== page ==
I was wondering how people felt about Oncology centers requiring all of their nurses to become OCN certified when the test is set up to be voluntary.
I believe the OCN is a mark of quality, and if a cancer program chooses to set the bar at all their nurses becoming OCN, that is a good thing. I've never failed to see a colleague who was not proud of that accomplishment. If someone doesn't choose to become OCN they should choose to work at a place that doesn't require it. I also believe that if the program requires OCN, they should also support and recognize the nurses in obtaining and renewing their OCN. In my institution it is required. The program pays the fees associated with testing and recertifying. All certified nurses also get a $200 bonus once a year.
Kathleen Sevedge. RN, MA, AOCN
Director Cancer Support Services
1240 South Cedar Crest Suite 210
Lehigh Valley Health Network
Allentown, PA 18103
Ph # 610-402-0033
Fax # 610-402-0504
The OCN test is a distinction that you are certified in your field.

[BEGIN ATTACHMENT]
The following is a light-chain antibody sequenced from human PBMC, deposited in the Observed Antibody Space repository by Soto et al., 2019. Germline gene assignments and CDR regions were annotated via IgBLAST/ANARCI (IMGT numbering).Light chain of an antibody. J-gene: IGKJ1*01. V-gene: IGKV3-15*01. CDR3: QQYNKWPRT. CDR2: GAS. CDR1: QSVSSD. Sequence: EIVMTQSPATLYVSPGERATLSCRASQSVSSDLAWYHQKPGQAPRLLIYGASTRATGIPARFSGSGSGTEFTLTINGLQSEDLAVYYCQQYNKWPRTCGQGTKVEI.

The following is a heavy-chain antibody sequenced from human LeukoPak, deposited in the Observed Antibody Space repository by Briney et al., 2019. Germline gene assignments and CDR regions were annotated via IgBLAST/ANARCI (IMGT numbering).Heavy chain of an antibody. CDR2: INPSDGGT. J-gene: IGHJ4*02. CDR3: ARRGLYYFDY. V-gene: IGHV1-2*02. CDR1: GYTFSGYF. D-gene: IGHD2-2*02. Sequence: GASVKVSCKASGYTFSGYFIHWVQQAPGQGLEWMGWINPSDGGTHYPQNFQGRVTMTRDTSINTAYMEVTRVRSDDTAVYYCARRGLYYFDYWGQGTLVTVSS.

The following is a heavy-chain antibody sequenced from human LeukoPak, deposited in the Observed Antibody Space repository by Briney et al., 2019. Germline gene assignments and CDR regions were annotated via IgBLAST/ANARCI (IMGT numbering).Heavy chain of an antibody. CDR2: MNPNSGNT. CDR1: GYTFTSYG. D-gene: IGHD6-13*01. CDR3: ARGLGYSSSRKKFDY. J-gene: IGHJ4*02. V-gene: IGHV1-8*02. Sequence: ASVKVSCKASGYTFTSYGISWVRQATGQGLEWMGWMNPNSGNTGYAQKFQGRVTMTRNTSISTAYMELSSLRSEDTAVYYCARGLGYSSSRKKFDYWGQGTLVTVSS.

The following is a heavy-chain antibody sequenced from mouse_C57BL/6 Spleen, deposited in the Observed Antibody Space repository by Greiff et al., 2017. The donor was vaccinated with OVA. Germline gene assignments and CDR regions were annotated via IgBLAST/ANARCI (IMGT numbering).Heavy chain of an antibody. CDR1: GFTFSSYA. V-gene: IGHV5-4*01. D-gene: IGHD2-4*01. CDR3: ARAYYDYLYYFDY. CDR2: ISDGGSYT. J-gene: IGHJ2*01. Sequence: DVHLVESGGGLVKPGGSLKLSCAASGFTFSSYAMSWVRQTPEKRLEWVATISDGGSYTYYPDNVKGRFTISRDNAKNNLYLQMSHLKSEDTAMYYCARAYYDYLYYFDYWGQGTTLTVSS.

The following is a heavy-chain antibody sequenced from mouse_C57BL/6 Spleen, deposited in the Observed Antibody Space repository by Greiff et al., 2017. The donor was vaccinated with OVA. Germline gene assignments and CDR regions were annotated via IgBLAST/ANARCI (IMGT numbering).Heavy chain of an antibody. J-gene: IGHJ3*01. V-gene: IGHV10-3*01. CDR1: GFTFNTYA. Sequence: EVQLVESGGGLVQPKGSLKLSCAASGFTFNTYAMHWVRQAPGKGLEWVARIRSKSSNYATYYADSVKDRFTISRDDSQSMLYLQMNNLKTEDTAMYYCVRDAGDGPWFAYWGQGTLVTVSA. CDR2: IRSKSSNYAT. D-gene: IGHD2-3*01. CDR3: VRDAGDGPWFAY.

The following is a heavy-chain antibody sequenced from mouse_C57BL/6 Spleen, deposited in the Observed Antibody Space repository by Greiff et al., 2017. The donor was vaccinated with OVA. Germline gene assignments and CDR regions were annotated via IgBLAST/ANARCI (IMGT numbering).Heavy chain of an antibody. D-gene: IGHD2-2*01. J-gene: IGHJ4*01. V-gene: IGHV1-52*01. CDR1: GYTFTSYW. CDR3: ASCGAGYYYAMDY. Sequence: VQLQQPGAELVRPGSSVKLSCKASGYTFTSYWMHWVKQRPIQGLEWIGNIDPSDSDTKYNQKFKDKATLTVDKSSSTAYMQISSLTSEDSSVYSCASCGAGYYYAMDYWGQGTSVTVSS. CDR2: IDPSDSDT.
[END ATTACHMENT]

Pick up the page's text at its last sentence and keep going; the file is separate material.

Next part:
I do believe it to be valuable. However, my place of employment has a Free-Take Program. This program allows us to take the test two times at our employers expense.The studying and the test are great ways to educate you to oncology and make you a better nurse.
Jaime L. Kist RN, MSN,RN-BC, ONC
Clinical Educator II
Trihealth Cancer Institute
I am so sorry that your organization does not see the value in helping you monetarily for this certification.
It is completely understandable that as a single parent that is a chunk of money.
When you search for another job, I hope you find one that is willing to invest in a nurse with your years of experience and knowledge.